This is one of Sandra Clair's top columns from 2018
While all of us are aware of the dangers of regular heavy drinking and its impact on our health, families and society, far fewer are aware of the dangers of moderate drinking regularly over years and decades.
The World Health Organisation (WHO) estimates up to 25 per cent of all global cancers are attributable to alcohol alone. Alcohol has been classified by WHO as a class 1 carcinogen, meaning it is a cause of cancer in the company of asbestos, mustard gas and formaldehyde. Whilst the risk of many cancers increases at three or more alcoholic drinks daily (i.e. stomach, liver), the risk of others such as breast cancer increased after just one drink daily. This may come as a surprise to many.
As well as taking care with your alcohol consumption, nature has provided us with an abundance of effective ways to support liver health. I'm willing to bet you may already have a few of these available at home.
The humble dandelion (Taraxacum officinale) is one example. Despite being cursed by anyone who maintains a lawn, Dandelion is one of the oldest medicinal plants and often the herbalist's first choice for gentle and effective liver support. Dandelion is bitter to the taste, which helps to increase the flow of digestive juices, enhancing appetite and assisting with the proper breakdown of food. Its action on the liver supports the metabolism of toxins, wastes, pollutants, inflammatory byproducts and hormones. The entire plant is medicinal, including the roots. It can be consumed as a medicinal tea, oral liquid, as capsules or the fresh leaves can be picked and added to salads or smoothies for a bitter kick in a similar way to rocket. If you pick your own dandelion greens please only pick from a clean source that has not been sprayed or exposed to car fumes and other toxins.
The best plant to address a damaged liver is St Mary's thistle (Silybum marianum). The most researched of all the liver herbs, including in cancer, a recent clinical trial showed that when given in combination with vitamin E over a year, there was an improvement in liver enzymes and the health of liver cells. It was also found to boost glutathione by 271%, a potent antioxidant crucial for liver detoxification. Whilst St Mary's thistle is less likely to be found growing in your back garden, it is worth seeking out in a pharmacy or health store if your liver needs serious assistance.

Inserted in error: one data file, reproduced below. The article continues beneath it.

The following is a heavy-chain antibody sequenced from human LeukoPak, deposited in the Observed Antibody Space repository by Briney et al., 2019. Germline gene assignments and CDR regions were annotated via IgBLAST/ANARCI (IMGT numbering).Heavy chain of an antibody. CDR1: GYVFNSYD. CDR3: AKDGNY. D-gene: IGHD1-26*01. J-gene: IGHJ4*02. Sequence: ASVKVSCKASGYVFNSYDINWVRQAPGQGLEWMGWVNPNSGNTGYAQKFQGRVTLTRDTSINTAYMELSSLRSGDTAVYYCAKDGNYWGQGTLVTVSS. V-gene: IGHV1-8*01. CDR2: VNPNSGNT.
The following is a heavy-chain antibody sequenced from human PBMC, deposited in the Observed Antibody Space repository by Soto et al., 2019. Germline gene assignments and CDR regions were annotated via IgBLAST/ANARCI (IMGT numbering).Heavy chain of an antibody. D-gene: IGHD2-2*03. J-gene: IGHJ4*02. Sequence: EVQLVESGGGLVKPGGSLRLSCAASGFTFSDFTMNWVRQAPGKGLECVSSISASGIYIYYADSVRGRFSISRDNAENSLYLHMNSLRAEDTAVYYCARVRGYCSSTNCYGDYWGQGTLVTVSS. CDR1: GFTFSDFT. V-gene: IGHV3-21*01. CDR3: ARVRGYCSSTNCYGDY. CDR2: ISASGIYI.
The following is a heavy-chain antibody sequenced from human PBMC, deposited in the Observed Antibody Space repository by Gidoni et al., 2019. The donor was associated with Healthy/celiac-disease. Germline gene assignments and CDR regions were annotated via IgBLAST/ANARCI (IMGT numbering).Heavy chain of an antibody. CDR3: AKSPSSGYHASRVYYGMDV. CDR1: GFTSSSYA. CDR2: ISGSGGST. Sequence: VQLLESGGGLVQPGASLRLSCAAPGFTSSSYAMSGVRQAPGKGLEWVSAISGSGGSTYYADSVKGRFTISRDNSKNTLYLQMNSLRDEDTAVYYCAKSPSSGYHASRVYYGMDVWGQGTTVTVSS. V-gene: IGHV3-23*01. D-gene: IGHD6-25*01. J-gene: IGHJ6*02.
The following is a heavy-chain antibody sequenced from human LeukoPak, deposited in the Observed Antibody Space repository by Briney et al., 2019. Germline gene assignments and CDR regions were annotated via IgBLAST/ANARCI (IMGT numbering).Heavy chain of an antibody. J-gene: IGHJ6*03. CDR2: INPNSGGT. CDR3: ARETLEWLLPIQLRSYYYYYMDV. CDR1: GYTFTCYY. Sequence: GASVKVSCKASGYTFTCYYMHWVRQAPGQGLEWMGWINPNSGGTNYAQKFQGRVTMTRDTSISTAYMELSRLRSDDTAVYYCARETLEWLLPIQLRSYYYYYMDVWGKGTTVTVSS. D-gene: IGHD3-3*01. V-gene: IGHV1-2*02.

Our next medicinal liver plant may already be in your pantry. Listed in herbal texts as far back as 600BC, turmeric (Curcuma longa) has been used as a medicine, spice and colouring agent for thousands of years. Part of the ginger family, the root is used for both culinary and medicinal purposes. Scientific research confirms what traditional medicine has long known - turmeric (and curcumin, the active constituent) has beneficial actions on many bodily systems. It protects the liver against hepatic disease, chronic heavy metal exposure and alcohol use. It can be taken as a concentrated extract or added to food. The Balinese add fresh turmeric to water with ginger and honey for a refreshing summer drink. It is added fresh or dried to curries and stir-fries, or mixed with milk and cinnamon for a warming winter beverage. Adding black pepper increases the absorption of the active constituent curcumin, as does the addition of fat, such as in coconut curry.
Finally, don't overlook the benefits of everyday vegetables for enhancing liver health.
Vegetables in the brassica family including broccoli, cauliflower, cabbage and Brussels sprouts are particularly beneficial for the liver due to the presence of a substance called sulforaphane that enhances detoxification. Broccoli extracts are even getting scientific attention, with a recent study showing an improvement in liver abnormalities in Japanese males following supplementation with broccoli extract over two months. Further motivation to eat your vegetables!
I hope these ideas show you just how easy it is to care for your liver. If you have further health concerns, please consult your leading healthcare professional.